5 key workplace relations risks for SMEs and how to manage them

 In Law

Workplace relations laws have been reformed significantly over the past decade. Importantly to SME’s, these reforms have included the introduction of many new types of claims against employers and significantly increased penalties for Fair Work Act breaches (up to $51,000 per breach). This is at a time where personal liability provisions for directors and managers are increasingly being utilised. For SME’s, ensuring compliance with these complex laws can be challenging and involve resources they do not have within their enterprise.

However, many common risks for SME’s can be easily managed by taking simple steps, or putting in place simple documentation. Below are 5 examples of workplace relations risks where SMEs can take such steps to ensure compliance and reduce their risk.

1. Unfair dismissal, workplace rights claims and other dismissal related risks
SME employers are often apprehensive about managing poor performers or ill and injured employees because of the risk of various dismissal related employee claims. Particularly, after the introduction of ‘workplace rights claims’ which employees can commence without having been dismissed, exposing employers to penalties of up to $51,000, unlimited damages, and personal liability for directors and managers.

However, the risk of successful claims can usually be managed by ensuring that the reason/s for dismissal are sound and carefully documented, complying with all applicable employer policies and ensuring that the correct process is followed prior to dismissal. The process required to be followed for dismissals varies depending on the reason for the dismissal (such as poor performance, misconduct, fitness for work) and the surrounding circumstances. So, seeking advice before acting is key to minimising risk.

2. Misclassifying employees as contractors and receiving claims for backpay and penalties
When is a worker an employee or an independent contractor? A common difficulty for SMEs is ensuring workers engaged as contractors (such as under an ABN) are in fact contractors and not employees. Employees misclassified as contractors can bring claims such as for unpaid leave entitlements, superannuation, unfair dismissal or other claims on termination, or even claims of sham contracting and penalties of up to $51,000 per breach (with potential personal liability for directors and managers). ‘Unscrambling the egg’ of employee entitlements for a misclassified worker can be time consuming, risky and costly. Many SMEs are also unaware that contractors themselves can bring claims against them under the Independent Contractors Act 2006 that may involve significant financial exposure.

For these reasons, it is key that SMEs ensure that workers are correctly classified, are treated according to that classification and the correct agreements are in place to minimise the ’employer’s’ risk in either case.

3. Claims for ‘reasonable notice’ of termination where there is no written employment contract
Employees without written employment contracts containing a valid notice of termination clause can bring claims that they be paid higher than the statutory notice period, being ‘reasonable notice of termination’. In these circumstances, courts and tribunals have ordered employers who have dismissed employees to pay up to 9, 12, 18 months’ ‘reasonable notice’ pay, or longer, (as well as the costs in many cases). This risk can be eliminated by a simple, written employment contract with a valid notice term.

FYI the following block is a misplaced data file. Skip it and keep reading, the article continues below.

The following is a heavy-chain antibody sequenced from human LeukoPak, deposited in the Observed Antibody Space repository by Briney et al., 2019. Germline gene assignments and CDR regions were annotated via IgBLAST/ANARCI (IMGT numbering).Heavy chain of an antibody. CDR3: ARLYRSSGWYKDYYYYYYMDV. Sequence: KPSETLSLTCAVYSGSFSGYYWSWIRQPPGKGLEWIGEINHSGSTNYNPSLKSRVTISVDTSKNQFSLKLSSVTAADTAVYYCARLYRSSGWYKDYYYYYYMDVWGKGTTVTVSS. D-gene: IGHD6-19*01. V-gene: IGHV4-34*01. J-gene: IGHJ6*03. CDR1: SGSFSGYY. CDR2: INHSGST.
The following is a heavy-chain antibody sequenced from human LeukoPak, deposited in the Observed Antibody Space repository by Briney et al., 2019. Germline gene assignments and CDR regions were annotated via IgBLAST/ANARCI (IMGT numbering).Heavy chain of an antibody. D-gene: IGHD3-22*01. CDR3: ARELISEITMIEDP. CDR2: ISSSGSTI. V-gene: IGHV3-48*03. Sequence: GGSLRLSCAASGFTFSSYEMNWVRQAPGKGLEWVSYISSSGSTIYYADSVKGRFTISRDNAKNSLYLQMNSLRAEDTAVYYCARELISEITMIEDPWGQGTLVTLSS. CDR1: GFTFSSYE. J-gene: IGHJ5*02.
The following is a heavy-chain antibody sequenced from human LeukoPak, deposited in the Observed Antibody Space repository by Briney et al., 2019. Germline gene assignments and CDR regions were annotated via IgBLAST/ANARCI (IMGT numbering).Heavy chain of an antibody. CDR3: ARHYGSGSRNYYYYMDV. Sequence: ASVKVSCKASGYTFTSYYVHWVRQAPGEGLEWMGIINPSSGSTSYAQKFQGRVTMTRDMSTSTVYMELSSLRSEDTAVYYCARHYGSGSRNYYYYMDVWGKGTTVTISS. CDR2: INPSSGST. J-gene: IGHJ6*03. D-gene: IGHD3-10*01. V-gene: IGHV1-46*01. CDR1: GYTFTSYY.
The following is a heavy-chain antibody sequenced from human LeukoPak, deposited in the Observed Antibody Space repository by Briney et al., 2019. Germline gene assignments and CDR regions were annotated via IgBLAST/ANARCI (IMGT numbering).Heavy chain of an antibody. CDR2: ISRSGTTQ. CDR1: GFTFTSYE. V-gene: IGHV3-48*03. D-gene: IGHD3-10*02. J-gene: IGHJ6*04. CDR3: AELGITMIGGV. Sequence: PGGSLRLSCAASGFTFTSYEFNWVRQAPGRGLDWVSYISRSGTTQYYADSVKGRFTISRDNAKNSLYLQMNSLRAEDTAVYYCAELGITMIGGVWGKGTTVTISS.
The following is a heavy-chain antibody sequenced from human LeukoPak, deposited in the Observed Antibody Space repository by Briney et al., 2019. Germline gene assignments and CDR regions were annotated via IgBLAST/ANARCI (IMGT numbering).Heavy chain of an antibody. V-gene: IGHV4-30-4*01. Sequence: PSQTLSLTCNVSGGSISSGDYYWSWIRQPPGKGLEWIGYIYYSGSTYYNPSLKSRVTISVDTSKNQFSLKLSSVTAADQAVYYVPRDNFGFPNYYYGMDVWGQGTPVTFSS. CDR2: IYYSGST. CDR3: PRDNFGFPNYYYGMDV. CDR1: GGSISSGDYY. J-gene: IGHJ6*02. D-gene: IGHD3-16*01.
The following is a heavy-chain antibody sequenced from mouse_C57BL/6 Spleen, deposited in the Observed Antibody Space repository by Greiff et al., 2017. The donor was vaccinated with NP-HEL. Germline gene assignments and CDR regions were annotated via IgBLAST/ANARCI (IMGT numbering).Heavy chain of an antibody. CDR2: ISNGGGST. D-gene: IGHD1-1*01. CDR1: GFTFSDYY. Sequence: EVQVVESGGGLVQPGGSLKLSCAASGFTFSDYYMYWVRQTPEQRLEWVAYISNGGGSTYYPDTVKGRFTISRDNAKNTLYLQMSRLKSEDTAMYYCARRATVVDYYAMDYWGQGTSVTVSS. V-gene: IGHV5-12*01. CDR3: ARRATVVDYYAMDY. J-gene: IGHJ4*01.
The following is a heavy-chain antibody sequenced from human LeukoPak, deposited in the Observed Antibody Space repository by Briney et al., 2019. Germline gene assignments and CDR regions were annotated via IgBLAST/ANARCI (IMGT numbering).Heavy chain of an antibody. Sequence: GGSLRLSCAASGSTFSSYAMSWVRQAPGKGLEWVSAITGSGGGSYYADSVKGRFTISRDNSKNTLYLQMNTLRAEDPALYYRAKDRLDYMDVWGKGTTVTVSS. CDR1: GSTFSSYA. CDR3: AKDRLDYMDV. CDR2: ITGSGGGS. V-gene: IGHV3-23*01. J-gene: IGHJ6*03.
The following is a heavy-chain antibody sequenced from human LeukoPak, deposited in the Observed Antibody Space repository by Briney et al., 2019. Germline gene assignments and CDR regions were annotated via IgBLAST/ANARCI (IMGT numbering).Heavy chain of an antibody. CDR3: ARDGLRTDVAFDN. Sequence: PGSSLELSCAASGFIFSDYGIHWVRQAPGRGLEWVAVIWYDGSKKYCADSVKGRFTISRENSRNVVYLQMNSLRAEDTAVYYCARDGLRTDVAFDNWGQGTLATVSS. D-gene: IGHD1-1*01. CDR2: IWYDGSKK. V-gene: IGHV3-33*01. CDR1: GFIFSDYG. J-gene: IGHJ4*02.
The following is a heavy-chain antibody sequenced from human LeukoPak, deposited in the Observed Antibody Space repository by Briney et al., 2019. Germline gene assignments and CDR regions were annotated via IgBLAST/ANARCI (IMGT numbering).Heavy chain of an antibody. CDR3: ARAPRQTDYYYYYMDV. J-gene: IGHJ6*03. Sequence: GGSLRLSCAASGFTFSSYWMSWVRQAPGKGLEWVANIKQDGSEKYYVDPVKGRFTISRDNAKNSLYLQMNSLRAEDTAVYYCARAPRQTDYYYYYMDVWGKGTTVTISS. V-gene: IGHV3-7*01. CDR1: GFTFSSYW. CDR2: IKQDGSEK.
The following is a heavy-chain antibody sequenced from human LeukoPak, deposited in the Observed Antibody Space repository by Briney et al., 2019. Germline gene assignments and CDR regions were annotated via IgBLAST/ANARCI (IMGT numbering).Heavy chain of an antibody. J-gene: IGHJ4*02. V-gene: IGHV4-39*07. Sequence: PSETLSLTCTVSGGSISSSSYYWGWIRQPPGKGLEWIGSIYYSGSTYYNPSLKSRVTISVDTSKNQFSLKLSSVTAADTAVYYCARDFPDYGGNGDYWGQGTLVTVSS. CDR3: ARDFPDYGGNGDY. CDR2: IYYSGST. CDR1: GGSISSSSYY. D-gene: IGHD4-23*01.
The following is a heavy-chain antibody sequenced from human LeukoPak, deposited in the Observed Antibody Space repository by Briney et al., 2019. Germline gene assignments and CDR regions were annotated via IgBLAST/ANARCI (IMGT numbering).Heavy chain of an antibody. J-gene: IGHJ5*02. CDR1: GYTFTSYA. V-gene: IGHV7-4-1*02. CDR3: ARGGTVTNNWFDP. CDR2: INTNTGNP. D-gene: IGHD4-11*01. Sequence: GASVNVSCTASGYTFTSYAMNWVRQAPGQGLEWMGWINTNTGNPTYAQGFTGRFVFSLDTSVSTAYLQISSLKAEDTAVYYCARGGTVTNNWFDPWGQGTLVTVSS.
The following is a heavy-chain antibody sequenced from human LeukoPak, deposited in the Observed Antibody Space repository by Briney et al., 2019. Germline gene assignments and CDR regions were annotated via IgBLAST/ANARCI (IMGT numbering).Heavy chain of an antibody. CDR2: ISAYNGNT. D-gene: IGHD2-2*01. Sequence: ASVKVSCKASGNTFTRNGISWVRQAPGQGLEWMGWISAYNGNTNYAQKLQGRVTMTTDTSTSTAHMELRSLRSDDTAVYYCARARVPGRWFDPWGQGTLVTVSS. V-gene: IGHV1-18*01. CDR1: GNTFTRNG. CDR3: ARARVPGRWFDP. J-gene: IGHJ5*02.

4. Claims for backpay or an award breach where employees are paid a salary or ‘flat rate’ without the correct written agreement
Many SMEs do not realise they may be at risk of back pay claims, or claims they have breached an underlying award, where they have been paying award covered employees a salary, or a flat rate of pay. Unfortunately, doing so without the correct written agreement/s in place leaves employers exposed to risk of both back pay obligations, penalties of up to $51,000 and potential personal liability of directors and managers.

In many cases, these risks can be avoided or minimised with a simple, correctly drafted employment contract, or by making a valid ‘award flexibility agreement’ with employees.

5. ‘Payroll related’ claims, such as due to incorrectly calculated leave pay and deductions from wages without authority
Inadvertent breaches of workplace laws often occur when processing termination pays. These can include incorrectly calculating annual leave that is paid out on termination (and for example not including annual leave loading or other entitlements where applicable), or making deductions of monies owed to the employer without a written authority that complies with the Fair Work Act. Again, employers are exposed to the risk of back pay, penalties of up to $51,000 per breach and personal liability for directors and managers.

These risks can be avoided or minimised by ensuring that annual leave and other entitlements are paid out at the correct rate, and that the appropriate deduction authorities are in place with employees.

This article was written by Denise O’Reilly, Director, O’Reilly Workplace Law
31 March 2015

If you have any questions about this article, or your obligations under workplace laws, please contact info@oreillyworkplacelaw.com.au

Liability limited by a scheme approved under Professional Standards Legislation

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